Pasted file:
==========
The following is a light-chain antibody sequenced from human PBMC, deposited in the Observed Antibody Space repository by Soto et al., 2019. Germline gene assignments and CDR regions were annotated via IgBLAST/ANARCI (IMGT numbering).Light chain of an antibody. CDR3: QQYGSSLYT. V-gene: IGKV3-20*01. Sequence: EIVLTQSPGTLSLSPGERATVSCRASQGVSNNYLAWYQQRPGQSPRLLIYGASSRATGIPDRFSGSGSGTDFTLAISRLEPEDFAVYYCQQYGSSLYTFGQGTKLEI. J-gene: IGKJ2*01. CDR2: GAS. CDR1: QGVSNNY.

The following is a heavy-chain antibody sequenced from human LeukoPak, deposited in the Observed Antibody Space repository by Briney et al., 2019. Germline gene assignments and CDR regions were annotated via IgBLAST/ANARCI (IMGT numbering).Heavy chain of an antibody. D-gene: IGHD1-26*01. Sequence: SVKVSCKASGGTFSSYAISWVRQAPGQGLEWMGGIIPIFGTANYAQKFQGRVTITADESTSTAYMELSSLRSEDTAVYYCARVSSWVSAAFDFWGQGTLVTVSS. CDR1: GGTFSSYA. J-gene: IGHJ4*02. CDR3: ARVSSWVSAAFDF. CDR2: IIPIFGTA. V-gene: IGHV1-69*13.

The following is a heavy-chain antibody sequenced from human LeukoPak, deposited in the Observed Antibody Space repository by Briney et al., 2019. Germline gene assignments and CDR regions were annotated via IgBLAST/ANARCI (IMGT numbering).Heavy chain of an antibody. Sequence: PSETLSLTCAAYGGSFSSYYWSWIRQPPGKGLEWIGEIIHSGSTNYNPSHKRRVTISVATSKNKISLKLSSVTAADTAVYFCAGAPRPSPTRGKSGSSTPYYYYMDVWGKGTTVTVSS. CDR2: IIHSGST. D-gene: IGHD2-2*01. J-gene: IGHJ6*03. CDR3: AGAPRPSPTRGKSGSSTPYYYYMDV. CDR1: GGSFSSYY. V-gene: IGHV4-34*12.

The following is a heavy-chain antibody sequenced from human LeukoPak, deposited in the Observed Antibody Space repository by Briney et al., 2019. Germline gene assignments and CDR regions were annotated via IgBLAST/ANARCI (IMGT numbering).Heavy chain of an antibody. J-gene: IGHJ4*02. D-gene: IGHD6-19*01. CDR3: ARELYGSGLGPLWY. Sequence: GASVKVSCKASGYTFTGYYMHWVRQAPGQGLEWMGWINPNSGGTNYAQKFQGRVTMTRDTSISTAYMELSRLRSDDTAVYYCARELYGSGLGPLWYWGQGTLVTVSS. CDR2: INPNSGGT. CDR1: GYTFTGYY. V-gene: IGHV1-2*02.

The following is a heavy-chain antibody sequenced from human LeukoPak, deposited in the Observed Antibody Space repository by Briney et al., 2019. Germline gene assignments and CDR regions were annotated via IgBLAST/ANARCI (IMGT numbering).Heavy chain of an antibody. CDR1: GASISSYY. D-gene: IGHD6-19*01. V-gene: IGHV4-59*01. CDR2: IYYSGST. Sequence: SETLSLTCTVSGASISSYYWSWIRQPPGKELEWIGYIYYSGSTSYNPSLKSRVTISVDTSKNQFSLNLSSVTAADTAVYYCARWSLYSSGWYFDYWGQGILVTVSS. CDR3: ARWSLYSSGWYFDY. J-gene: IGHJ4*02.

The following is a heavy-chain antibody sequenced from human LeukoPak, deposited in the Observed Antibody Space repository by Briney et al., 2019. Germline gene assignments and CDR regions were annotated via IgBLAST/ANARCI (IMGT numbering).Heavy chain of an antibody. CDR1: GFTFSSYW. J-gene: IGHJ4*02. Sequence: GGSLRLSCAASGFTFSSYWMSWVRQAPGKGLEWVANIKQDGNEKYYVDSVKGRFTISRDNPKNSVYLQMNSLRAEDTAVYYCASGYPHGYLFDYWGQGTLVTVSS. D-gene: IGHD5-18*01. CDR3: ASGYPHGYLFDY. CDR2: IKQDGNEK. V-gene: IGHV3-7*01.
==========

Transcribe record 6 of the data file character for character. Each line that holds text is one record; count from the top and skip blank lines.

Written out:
The following is a heavy-chain antibody sequenced from human LeukoPak, deposited in the Observed Antibody Space repository by Briney et al., 2019. Germline gene assignments and CDR regions were annotated via IgBLAST/ANARCI (IMGT numbering).Heavy chain of an antibody. CDR1: GFTFSSYW. J-gene: IGHJ4*02. Sequence: GGSLRLSCAASGFTFSSYWMSWVRQAPGKGLEWVANIKQDGNEKYYVDSVKGRFTISRDNPKNSVYLQMNSLRAEDTAVYYCASGYPHGYLFDYWGQGTLVTVSS. D-gene: IGHD5-18*01. CDR3: ASGYPHGYLFDY. CDR2: IKQDGNEK. V-gene: IGHV3-7*01.